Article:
Category Archives: teaching

Greenbacks, Negro Soldiers, and the President

In honor of the 150th anniversary of the Civil War, an excerpt from my book Face Value. During the Civil War, Lincoln’s opponents saw African Americans in uniform and Greenback dollars as the same thing: inflated. We can see the same phenomenon today. The Civil War wasn’t all that popular in the North. Despite a […]

“History-ness” and video games

I recently read the first two George R.R. Martin books (game of thrones? song of swords? One of the problems with the Kindle is you don’t get reminded of the titles). I liked them at first, but got really sick of them by the end. They’re relentlessly “plotty,” with lots of cliffhangers but little or […]

WWII and Wartime Theater

FDR had a gift for theater. It might have had a lot to do with his paralysis, and the elaborate and taxing steps he took to conceal it. He had handrails and ramps set up behind podiums he had hand controls in his car. With the discrete assistance of aides, and a cane he could […]

The Unseen Spectacular

Washington DC is full of monuments. Some of them we all know, some of them I go by and have no idea who the person is or what they did. Everybody knows the Lincoln and the Jefferson and the Washington: most people ignore what must be one of the most powerful and compelling pieces of […]

EagleFlag in Infinite Variety

Everybody knows that the Eagles and Flags together are the modern symbols of American patriotism. Just Google “Eagle, Flag” and you’ll be dazzled by the sheer number of photoshopped eagles in front of waving flags, air-brushed eagles soaring over flag-colored clouds, ceramic eagles with flags in their talons; hybrid eagleflags of various sorts: Escher-like eagle flag conundrums, or eagles […]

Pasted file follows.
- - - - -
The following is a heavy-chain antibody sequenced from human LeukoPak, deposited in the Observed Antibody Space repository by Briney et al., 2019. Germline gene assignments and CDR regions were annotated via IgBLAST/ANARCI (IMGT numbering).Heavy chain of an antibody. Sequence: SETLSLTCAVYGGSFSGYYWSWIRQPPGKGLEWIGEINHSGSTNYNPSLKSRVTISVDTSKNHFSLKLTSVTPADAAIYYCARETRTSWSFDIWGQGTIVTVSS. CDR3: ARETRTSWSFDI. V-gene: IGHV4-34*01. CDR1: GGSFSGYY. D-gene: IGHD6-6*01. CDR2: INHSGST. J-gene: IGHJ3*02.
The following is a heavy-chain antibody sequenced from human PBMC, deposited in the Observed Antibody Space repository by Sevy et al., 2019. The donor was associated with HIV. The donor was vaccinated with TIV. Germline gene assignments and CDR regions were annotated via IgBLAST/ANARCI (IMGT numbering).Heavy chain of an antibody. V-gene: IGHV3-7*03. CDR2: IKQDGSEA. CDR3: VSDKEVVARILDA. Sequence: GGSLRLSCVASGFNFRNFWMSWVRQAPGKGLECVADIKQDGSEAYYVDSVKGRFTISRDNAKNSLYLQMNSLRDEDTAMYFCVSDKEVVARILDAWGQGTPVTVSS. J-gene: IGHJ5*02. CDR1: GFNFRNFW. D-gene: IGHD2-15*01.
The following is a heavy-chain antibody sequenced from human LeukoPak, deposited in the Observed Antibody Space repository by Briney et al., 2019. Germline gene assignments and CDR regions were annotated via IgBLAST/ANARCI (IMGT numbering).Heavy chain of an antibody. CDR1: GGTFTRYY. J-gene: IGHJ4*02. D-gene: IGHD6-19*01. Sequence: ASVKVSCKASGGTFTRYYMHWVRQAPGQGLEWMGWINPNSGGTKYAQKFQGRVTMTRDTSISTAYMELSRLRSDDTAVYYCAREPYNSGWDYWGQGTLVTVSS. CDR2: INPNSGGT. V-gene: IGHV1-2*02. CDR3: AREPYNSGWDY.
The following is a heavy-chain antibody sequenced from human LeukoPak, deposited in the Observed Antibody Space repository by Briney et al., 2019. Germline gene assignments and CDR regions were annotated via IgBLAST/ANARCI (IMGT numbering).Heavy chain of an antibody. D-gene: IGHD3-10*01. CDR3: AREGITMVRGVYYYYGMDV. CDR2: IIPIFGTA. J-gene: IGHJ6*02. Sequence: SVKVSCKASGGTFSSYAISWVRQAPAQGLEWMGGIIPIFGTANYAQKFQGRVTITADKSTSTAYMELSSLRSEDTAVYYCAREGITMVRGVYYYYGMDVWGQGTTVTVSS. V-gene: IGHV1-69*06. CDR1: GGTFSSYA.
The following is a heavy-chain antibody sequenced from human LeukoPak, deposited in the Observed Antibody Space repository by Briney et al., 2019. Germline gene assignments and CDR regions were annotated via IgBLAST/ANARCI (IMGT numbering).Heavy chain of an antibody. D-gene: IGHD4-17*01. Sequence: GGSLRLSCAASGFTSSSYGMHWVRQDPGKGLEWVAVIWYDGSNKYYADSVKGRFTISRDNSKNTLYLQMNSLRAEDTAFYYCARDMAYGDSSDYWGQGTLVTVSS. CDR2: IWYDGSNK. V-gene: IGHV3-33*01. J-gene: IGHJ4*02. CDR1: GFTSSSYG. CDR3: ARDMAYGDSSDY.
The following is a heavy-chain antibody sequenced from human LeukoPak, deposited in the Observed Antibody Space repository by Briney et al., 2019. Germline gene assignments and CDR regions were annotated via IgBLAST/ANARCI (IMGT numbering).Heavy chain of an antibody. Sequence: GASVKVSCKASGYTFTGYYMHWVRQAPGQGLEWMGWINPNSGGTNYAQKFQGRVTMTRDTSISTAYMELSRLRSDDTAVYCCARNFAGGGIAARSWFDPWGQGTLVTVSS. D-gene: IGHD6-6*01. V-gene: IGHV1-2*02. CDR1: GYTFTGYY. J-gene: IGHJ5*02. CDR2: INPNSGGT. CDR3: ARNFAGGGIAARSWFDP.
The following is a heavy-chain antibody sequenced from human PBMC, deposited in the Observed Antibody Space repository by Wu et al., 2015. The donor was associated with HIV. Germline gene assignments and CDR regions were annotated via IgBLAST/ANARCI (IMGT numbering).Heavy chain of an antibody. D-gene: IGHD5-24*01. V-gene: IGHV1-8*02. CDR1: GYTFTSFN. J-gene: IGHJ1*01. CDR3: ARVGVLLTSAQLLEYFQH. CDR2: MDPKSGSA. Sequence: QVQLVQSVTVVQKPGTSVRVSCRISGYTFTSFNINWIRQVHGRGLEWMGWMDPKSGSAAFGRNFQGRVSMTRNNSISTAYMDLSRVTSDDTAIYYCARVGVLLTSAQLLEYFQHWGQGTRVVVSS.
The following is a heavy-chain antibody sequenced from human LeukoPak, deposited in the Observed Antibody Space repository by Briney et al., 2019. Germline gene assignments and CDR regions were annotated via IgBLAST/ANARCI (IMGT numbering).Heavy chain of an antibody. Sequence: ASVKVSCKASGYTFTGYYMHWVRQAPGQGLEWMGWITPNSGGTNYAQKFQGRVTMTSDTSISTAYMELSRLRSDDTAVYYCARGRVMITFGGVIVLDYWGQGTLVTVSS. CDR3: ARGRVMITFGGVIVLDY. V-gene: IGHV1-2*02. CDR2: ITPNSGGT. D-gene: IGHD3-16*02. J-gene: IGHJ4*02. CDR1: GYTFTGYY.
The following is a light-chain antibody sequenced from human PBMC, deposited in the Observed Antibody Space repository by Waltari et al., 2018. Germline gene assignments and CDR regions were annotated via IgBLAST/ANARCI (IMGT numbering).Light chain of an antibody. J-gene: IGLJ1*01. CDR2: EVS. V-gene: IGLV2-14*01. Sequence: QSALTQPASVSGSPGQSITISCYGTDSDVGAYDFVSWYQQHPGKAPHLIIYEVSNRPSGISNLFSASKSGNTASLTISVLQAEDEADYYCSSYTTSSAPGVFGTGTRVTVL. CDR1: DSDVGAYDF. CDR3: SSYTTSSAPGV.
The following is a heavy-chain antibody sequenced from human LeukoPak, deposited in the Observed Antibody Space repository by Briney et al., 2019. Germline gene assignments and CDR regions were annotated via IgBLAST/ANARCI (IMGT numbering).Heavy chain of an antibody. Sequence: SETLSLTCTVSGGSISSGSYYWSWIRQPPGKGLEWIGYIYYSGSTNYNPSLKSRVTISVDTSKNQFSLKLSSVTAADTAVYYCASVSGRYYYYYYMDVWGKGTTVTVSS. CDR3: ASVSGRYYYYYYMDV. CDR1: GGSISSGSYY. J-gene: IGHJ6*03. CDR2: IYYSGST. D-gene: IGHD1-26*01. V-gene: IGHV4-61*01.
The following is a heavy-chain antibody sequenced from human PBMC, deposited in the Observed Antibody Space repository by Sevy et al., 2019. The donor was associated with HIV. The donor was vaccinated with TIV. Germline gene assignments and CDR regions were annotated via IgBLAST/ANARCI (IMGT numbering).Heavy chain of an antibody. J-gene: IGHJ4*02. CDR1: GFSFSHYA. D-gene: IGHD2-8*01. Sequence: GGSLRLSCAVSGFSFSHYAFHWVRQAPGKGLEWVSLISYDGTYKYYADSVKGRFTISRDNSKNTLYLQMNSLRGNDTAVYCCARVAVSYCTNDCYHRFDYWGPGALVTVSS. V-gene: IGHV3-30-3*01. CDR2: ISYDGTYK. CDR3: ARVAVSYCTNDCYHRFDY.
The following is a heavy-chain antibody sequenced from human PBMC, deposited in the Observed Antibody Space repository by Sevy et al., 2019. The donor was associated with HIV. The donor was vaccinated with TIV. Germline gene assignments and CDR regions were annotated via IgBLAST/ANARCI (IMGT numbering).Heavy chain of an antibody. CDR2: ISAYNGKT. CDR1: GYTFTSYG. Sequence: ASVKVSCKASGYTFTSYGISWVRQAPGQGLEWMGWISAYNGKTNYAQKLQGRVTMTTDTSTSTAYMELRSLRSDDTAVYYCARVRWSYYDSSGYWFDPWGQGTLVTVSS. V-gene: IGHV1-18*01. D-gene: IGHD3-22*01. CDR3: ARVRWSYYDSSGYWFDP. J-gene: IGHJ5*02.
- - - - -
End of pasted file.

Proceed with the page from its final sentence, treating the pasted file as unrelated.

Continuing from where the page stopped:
Is this Digitopia?

In the future, we’ll all be curators. Sean Takats’ recent post looks again at how access to information changes out work. If readers will forgive some geezerish ramblings, I’ll recall what it was like back in the early 1990s, when I could reasonably have been called a digital media pioneer, and consider how new media […]

The Death of the Page

You can see it coming: “pages,” as a form of citation, are dead. And you can see why. With an electronic text, the reader can change the font size almost without limit. That makes pagination useless, and probably obsolete. In English “page” has multiple related meanings. The word can mean a young male servant as […]

Guest Post: Defending Current Practice

My friend and colleague Matt Karush has consistently argued that the present system has more merit than people like me want to recognize. I asked him to write a post describing his concerns, and so below, the first guest blogger at theaporetic.   As I have listened to some of my colleagues press for the […]

Academic Editor, 2.1

My post on “academic editing 2.0” generated some heat in the comments, and some misunderstandings. What I was proposing is actually really conservative, and aimed at preserving and strengthening the profession. Among the gamut of digital possibilities it would have to be counted as timid, modest and cautious. Let me try to be more clear. […]

Virginia History Textbooks Continued

Our county, Arlington, has announced they will pull Our Virginia from the classroom “until a corrected digital edition becomes available, probably at the end of this month.” It’s better than doing nothing, but it’s really not a good result. The County will go back to the same company, Five Ponds Press. Five Ponds will remove […]